• A copy of your passport or ID card.
  • A legitimate proof of income. This is fairly straightforward for employees working with German companies: bring a copy of your last 3 payslips. As a freelancer, you will need to show your last Steuerbescheid, where it shows how much you made last year. Alternatively as a freelancer, you can also bring a recent bank account statement (German bank preferably) that shows how much savings you have on there.
  • Mietschuldenfreiheitsbescheinigung: A certificate to obtain from your previous landlord. This is a common document to submit to your prospective landlord. It states that you left your former tenancy contract without any debts. It makes you look like a trusted tenant. Template here.
  • Mietbürgschaft: This is also common practice in Germany for people with no income for their own or unstable income. This is local equivalent of a guarantor, which commits to pay your debts, in case you can’t do that yourself. Template here.
  • Bonus: proof that you have liability insurance. This makes you look like a responsible human being.

3- Getting selected and paying deposit

If you have been picked (congratulations), you will now need to pay up 4 months worth of rent before you can move in. The first month is payable in advance, and the 3 others are deposit. This money is exchanged when signing the contract usually. Only after paying up this amount (sometimes in cash!), you are getting the keys to the place.

4- Entering the place and inspecting its current state

In the course of the process mentioned above, you will also be looking at the current state of the flat and document any damages. This is like a photograph of how the place looks like now, so it can be compared with how it will look when you leave again. This is called a “Übergabeprotokoll“. Make sure to look everywhere thoroughly.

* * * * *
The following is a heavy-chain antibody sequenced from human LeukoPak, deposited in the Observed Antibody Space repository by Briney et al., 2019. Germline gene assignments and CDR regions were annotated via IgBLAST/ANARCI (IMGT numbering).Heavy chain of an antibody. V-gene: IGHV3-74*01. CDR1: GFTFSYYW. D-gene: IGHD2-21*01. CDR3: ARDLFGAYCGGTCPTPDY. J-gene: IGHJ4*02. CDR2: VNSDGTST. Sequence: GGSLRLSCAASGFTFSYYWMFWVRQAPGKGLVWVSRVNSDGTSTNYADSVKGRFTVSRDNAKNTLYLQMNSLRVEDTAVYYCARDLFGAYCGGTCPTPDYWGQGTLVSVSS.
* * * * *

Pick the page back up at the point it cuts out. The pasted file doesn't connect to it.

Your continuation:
Read what to pay attention in this guide about flat handovers in Germany.

Tips to find an apartment in Berlin

Get a SCHUFA record, or a work-around

When you have found the flat in Berlin, the pearl you would like to chase, that’s where the fun begins! If you have just arrived in Berlin, it’s going to be slightly more difficult. Most of landlords are asking this infamous SCHUFA record. However, some of them are happy to give you keys in return of a 2 or 3 months-rent-worth deposit. It is no doubt that you maximize your chance when speaking to them in German as it shows you have been/will be here for a long time. (Commitment powa!)

A useful paper that might help your case is a “Mietschuldenfreiheitsbescheinigung” (Roughly; free of rent-related debts certificate). It is a paper provided by your former landlord that states your left your tenancy without any debts. If you come from abroad, make one in English with this long German word as a title. It it not guaranteed every landlord will accept it, but it’s better than nothing. Here is one in German for reference.

Get your insurance policy in order

As a landlord, one big concern is obviously how well you take care of their property when you live in it. This fact is hard to assess before-hand naturally but you can definitely take the edge here. Show that you are prepared by showing a liability insurance policy in your stack of documents. This states that in case things go wrong in the place, you will be able to cover any damages. I have made a dedicated post about liability insurance in Germany & house insurance this way where concepts, tips and recommended providers like Feather, Luko, Getsafe are introduced.

Avoid the obvious hip areas

To be honest, it can be quite hard if you want a flat in the hippest corners of Kreuzberg or Friedrichshain. That’s because EVERYONE wants to move there. In the most wanted areas, it can be become quite intense and some potential tenants don’t hesitate to come to directly with all necessary papers (which you should probably do too) to directly take the flat if they are interested. It might be a good idea to do the same.  It’s also reasonable to expect mass group visits in those areas.